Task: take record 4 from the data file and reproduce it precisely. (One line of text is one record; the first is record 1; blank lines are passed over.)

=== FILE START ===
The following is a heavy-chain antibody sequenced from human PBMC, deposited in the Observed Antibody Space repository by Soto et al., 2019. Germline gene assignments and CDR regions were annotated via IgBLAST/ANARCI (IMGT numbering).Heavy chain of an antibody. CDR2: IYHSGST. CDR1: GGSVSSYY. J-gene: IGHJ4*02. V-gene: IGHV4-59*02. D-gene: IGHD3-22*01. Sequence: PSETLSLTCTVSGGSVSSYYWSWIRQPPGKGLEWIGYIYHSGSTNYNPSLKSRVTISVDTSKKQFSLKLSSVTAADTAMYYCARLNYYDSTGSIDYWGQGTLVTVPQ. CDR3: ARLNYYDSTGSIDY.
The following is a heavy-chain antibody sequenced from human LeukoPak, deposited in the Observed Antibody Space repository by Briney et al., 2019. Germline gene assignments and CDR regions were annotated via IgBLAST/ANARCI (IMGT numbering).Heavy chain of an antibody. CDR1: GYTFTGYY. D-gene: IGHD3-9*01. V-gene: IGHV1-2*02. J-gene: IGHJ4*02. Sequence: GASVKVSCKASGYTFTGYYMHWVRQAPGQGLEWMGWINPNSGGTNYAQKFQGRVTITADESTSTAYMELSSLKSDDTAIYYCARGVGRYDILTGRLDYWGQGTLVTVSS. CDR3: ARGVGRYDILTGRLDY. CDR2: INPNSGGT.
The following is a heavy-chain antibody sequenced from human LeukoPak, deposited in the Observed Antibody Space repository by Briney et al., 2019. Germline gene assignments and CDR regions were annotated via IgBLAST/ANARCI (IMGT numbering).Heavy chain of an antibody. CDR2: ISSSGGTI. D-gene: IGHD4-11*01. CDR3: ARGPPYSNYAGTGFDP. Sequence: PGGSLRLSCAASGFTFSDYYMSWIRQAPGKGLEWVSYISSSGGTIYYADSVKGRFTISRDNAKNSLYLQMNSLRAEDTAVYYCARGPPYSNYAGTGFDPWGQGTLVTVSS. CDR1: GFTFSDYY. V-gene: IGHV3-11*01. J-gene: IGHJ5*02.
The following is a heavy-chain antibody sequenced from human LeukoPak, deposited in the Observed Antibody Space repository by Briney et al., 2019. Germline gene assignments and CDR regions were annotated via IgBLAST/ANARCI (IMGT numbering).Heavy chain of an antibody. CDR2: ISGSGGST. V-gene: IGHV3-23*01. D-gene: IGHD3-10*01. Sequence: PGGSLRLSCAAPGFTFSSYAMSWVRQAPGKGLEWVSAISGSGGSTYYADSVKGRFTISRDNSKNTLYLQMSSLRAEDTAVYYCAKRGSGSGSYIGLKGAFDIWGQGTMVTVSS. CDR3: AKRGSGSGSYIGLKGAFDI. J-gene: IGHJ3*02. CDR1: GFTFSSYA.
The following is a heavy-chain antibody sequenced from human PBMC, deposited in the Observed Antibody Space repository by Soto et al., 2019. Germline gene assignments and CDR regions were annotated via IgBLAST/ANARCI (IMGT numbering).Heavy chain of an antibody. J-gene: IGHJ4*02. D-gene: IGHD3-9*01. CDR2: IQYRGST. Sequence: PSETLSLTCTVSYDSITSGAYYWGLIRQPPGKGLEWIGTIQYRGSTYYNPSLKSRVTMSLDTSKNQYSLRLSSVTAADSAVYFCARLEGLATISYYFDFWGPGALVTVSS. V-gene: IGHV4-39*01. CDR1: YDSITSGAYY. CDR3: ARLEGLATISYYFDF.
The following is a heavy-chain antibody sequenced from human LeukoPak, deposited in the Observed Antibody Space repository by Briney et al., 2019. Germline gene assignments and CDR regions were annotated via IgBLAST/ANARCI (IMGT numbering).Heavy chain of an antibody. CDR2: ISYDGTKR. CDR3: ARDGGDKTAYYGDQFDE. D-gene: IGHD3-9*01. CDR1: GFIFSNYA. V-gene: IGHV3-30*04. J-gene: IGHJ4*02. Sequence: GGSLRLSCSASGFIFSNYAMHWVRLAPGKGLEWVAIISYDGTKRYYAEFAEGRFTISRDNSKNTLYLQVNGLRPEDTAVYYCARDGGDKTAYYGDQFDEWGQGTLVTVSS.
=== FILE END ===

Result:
The following is a heavy-chain antibody sequenced from human LeukoPak, deposited in the Observed Antibody Space repository by Briney et al., 2019. Germline gene assignments and CDR regions were annotated via IgBLAST/ANARCI (IMGT numbering).Heavy chain of an antibody. CDR2: ISGSGGST. V-gene: IGHV3-23*01. D-gene: IGHD3-10*01. Sequence: PGGSLRLSCAAPGFTFSSYAMSWVRQAPGKGLEWVSAISGSGGSTYYADSVKGRFTISRDNSKNTLYLQMSSLRAEDTAVYYCAKRGSGSGSYIGLKGAFDIWGQGTMVTVSS. CDR3: AKRGSGSGSYIGLKGAFDI. J-gene: IGHJ3*02. CDR1: GFTFSSYA.